Docker helped create a group called the Open Container Initiative formed June 22nd 2015. The group exists to provide a standard format for container images and a specification for container runtimes. This helps avoid vendor lock-in and means your applications will be portable between many different cloud providers and hosts.
4. Containers are “lightweight”
As mentioned before, containers running on a single machine share the same operating system kernel – they start instantly and use less RAM. Docker for example has made it much easier for anyone — developers, sysadmins, and others — to take advantage of containers in order to quickly build and test portable applications. It allows anyone to package an application on their laptop, which in turn can run unmodified on any public cloud, private cloud, or even bare metal – the mantra is: “build once, run anywhere.”
5. Docker has become synonymous with containers
Docker is rapidly changing the rules of the cloud and upending the cloud technology landscape. Smoothing the way for microservices, open source collaboration, and DevOps. Docker is changing both the application development lifecycle and cloud engineering practices.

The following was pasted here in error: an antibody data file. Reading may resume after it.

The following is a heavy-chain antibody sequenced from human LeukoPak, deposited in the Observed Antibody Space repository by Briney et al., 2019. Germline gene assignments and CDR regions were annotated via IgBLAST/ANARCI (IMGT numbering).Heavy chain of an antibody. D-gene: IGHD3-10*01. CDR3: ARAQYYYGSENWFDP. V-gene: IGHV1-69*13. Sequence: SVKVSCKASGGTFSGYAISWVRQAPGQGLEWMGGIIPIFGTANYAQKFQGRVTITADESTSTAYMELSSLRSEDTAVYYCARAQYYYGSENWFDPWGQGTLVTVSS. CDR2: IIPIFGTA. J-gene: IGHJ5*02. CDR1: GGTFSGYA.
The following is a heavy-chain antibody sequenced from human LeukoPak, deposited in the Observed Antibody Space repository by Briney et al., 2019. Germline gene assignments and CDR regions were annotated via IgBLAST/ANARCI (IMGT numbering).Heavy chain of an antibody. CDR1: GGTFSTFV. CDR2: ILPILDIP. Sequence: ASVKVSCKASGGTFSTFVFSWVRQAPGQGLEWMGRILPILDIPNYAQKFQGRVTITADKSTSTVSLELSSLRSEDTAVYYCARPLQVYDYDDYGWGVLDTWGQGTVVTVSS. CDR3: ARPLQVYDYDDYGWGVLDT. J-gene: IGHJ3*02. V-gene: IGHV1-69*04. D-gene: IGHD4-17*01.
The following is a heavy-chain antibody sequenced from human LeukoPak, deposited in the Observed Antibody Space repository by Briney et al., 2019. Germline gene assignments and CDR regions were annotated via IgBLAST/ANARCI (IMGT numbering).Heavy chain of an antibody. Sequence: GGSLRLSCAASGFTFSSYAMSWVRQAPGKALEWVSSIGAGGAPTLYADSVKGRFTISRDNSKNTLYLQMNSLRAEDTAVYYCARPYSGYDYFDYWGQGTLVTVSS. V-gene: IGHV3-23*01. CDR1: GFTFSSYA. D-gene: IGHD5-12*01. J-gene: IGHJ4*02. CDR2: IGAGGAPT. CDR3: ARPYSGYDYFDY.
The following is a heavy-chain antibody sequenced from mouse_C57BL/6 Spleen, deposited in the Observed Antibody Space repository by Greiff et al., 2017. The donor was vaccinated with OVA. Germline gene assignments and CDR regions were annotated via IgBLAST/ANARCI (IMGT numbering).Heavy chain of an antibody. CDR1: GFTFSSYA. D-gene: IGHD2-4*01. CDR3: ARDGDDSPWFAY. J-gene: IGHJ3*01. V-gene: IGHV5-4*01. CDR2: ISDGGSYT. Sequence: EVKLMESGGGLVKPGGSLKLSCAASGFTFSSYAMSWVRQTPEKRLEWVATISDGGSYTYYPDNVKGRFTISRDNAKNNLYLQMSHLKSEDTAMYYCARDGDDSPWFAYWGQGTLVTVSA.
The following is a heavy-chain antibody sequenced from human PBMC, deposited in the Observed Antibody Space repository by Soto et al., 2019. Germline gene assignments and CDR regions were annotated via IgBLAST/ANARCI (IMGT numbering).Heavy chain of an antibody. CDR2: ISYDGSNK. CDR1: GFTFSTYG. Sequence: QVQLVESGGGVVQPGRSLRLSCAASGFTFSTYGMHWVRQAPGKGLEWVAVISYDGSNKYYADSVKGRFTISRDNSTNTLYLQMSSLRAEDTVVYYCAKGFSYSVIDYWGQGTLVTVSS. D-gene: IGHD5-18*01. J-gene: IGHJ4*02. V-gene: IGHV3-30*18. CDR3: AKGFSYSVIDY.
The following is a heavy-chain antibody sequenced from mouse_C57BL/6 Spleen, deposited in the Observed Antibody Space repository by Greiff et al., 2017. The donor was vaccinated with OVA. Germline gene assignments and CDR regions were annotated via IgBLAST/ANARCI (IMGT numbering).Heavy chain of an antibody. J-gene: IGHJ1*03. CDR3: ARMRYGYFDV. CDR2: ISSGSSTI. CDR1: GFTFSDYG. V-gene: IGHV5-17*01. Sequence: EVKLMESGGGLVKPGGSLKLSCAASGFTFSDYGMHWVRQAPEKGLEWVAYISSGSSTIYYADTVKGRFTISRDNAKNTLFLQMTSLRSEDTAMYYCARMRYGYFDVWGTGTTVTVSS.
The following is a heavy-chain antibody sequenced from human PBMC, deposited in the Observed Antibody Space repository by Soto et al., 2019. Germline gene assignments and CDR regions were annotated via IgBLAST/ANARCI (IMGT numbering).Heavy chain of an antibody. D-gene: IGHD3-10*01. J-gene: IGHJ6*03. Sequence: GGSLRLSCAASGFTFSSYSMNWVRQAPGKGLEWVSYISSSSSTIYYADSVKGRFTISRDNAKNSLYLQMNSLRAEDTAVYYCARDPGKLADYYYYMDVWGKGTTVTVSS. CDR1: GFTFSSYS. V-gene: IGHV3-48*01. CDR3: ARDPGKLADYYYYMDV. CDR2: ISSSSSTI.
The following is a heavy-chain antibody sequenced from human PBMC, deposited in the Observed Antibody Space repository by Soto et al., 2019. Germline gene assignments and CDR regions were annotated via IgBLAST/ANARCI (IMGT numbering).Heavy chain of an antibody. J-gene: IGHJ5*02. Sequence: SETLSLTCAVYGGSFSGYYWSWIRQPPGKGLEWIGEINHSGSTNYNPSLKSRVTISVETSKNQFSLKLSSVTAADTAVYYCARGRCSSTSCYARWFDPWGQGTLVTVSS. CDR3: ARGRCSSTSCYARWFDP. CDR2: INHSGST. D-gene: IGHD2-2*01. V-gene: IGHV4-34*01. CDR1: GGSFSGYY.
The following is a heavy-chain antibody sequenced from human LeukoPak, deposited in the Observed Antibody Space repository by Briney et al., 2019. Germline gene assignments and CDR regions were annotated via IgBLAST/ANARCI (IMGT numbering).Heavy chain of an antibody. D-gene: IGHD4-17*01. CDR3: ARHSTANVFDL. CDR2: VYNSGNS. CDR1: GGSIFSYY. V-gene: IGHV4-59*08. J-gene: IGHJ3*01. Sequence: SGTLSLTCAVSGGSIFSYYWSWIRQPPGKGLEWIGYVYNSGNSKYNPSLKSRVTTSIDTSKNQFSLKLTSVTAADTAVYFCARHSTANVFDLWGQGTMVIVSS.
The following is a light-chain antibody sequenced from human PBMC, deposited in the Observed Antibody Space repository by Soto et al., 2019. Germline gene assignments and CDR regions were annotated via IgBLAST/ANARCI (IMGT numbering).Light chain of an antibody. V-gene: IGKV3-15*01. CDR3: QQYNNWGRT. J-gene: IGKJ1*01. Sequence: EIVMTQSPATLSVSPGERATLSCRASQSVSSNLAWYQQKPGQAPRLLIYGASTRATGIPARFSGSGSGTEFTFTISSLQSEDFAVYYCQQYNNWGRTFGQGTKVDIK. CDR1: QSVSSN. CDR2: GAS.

- 2B+ Docker Image Downloads
- 2000+ contributors
- 40K+ GitHub stars
- 200K+ Dockerized apps
- 240 Meetups in 70 countries
- 95K Meetup members
Every day, lot’s of developers are happily testing or building new Docker-based apps with Plesk Onyx – understanding where the Docker fire is spreading is the key to staying competitive in an ever-changing world.
Web Professionals understood that containers would be much more useful and portable if there was one way of creating them and moving them around, instead of having a proliferation of container formatting engines. Docker, at the moment, is that de facto standard.
They’re just like shipping containers, as Docker’s CEO Ben Golub likes to say. Every trucking firm, railroad, and marine shipyard knows how to pick up and move the standard shipping container. Docker containers are welcome the same way in a wide variety of computing environments.
6. Docker’s ambassadors: the Captains